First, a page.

You can use the default images in the appropriate dialogs along with your application’s icon. (You’ll read more about application icons in Chapter 13.) This will help users identify the severity of the message in the dialog and make sure they associate the message with your application.

The Images pane

Figure 4-2. The Images pane

Info Windows

Info windows are likely to be the Interface Builder tool you’ll use the most. An Info window provides information about an interface object (such as a window or menu) and lets you set attributes and other information that controls how the object behaves and appears to the user. You can even use an Info window to create a help tag for an object. (You’ll do that in Chapter 12.)

The Info window and other Interface Builder tools are accessible from the Tools menu, shown in Figure 4.3. (You’ll explore the Palettes and Alignment tools in the next chapter.) To display an Info window, click the interface object (window, menu, control, image, and so forth) whose attributes you want to inspect or modify, then choose Show Info from the Tools menu.

The Tools menu

Figure 4-3. The Tools menu

After you choose Show Info, an Info window opens for that object. If an Info window is already open for another object, the Info window contents change to reflect the object you selected. Figure 4.4 shows an Info window for a window.

The Info window for a window

Figure 4-4. The Info window for a window

The Info window has a pop-up menu for accessing other information about the object. The menu items are Attributes (shown in the figure), Control, Size, and Help. Control information is available only for controls; that is, items that can issue commands or from which settings can be read by your application. You’ll read more about these in Chapter 5. You can set a window’s size in the Size pane and define a help tag for the window in the Help pane.

The Window Info Attributes pane is the one you’ll use the most for setting up windows. The Title attribute specifies the text that shows in the title bar when the window is open (see Figure 4.6). In the next few sections we’ll go over settings for Window Class, Theme Brush, Controls, Attributes, and Receives.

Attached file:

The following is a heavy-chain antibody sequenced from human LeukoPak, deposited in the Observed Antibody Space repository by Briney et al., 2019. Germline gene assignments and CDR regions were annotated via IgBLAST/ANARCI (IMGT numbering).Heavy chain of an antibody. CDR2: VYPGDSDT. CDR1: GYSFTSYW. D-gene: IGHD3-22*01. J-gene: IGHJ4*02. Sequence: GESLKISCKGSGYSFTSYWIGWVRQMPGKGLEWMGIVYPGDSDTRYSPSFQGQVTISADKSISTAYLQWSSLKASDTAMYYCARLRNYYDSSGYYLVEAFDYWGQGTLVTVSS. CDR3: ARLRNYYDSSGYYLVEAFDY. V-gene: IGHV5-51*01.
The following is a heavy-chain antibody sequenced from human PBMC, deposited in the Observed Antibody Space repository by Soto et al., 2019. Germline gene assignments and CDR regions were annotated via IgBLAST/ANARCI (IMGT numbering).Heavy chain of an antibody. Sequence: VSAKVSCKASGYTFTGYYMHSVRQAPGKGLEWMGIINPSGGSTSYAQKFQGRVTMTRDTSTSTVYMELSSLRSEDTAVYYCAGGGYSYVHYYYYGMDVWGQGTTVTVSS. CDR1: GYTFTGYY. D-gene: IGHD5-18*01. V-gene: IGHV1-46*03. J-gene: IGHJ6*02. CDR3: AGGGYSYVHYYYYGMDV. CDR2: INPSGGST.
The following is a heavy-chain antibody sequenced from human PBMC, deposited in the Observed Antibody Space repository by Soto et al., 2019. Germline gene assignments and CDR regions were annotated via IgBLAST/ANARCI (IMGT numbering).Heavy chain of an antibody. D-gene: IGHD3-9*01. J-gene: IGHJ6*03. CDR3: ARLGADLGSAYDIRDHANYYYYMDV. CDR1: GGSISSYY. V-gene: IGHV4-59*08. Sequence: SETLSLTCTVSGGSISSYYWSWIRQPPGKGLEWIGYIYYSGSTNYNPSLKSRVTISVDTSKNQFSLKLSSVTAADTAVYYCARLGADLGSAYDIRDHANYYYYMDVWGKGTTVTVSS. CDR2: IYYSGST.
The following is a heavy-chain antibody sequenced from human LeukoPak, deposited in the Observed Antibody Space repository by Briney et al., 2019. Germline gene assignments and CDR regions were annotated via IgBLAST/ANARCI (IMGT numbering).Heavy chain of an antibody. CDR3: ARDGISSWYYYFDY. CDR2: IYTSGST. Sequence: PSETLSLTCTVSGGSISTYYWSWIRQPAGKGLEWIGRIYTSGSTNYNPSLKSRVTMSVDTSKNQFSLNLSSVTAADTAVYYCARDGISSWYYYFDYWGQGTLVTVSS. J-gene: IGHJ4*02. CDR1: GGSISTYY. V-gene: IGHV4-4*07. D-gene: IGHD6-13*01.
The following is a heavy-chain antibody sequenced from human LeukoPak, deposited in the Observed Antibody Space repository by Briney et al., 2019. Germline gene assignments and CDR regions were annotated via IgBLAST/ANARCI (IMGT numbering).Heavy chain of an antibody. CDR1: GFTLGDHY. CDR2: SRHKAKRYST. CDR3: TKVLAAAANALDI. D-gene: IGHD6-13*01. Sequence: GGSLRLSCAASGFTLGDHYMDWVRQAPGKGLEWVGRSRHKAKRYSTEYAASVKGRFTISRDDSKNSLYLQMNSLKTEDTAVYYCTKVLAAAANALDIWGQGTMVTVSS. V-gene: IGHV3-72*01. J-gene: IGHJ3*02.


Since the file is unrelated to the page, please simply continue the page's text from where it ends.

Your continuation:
Window Classes

When you create a window in Interface Builder, you’ll need to choose its class. The Window Class is an important attribute for any window, because it defines:

  • How a window looks, such as whether it will have controls at the top and a title bar, and the font size of the title

  • Whether the window is movable

  • How the window behaves with respect to other windows (floats, takes over control of the screen, and so forth)

Table 4.1 provides a list of the window classes you can set in Interface Builder, along with guidelines for using them. The classes represent both windows and dialogs. Dialogs are windows that elicit a response from a user. Some dialogs are modeless; others are modal. You can find in-depth information about the use of windows and dialogs in Inside Mac OS X: Aqua Human Interface Guidelines (listed in Appendix A).

A modeless dialog accepts user input and does not inhibit user activity. That is, the user is not required to make a response before doing anything else in a document or the application. A modeless dialog looks like a document window, but it can’t be resized, zoomed, or scrolled. The user can make the dialog inactive and active, move it, and minimize it or close it like any document window. You can create a modeless dialog that doesn’t close if you are displaying the status of an ongoing process. The title is generally the same as the name of the menu item that activates the dialog.

A modal dialog requires a response from the user. It can be application-modal or document-modal. An application-modal dialog prevents the user from doing anything else within a particular application until the user provides a response. However, the user can switch to other applications. A document-modal dialog prevents the user from doing anything else within a particular document until the user provides a response. The user can switch to other documents within the application, or to another application.

Table 4-1. Window Classes

Window ClassWhat It Is and What It’s Used For

A system-modal dialog that displays problems and their remedies to users. Used to communicate warnings and error conditions. These are not recommended for use on Mac OS X. You should use a movable alert dialog instead.

Movable Alert

An application-modal dialog that displays problems and their remedies to users. Used to communicate warnings and error conditions.


A system-modal dialog that forces the user to provide necessary information before carrying out the current operation. These are not recommended on Mac OS X. You should use a movable modal dialog instead.

Movable modal